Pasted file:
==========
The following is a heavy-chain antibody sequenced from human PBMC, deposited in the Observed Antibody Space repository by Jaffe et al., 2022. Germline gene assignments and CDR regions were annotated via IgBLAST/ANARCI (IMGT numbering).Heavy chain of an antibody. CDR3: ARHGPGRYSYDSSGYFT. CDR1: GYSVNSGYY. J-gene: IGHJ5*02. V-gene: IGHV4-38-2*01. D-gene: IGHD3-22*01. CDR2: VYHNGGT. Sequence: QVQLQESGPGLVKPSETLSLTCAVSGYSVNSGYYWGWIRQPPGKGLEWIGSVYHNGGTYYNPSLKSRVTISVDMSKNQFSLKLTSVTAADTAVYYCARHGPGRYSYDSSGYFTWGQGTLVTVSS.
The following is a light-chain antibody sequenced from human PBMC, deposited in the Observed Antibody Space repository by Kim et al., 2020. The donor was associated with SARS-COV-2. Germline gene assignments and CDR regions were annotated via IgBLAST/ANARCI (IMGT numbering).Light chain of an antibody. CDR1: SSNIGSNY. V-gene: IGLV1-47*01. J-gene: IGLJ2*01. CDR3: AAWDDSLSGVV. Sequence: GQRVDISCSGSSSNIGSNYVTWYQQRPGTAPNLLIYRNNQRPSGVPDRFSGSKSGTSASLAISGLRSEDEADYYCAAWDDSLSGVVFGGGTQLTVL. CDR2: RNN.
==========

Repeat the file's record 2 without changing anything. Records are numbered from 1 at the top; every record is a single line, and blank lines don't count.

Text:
The following is a light-chain antibody sequenced from human PBMC, deposited in the Observed Antibody Space repository by Kim et al., 2020. The donor was associated with SARS-COV-2. Germline gene assignments and CDR regions were annotated via IgBLAST/ANARCI (IMGT numbering).Light chain of an antibody. CDR1: SSNIGSNY. V-gene: IGLV1-47*01. J-gene: IGLJ2*01. CDR3: AAWDDSLSGVV. Sequence: GQRVDISCSGSSSNIGSNYVTWYQQRPGTAPNLLIYRNNQRPSGVPDRFSGSKSGTSASLAISGLRSEDEADYYCAAWDDSLSGVVFGGGTQLTVL. CDR2: RNN.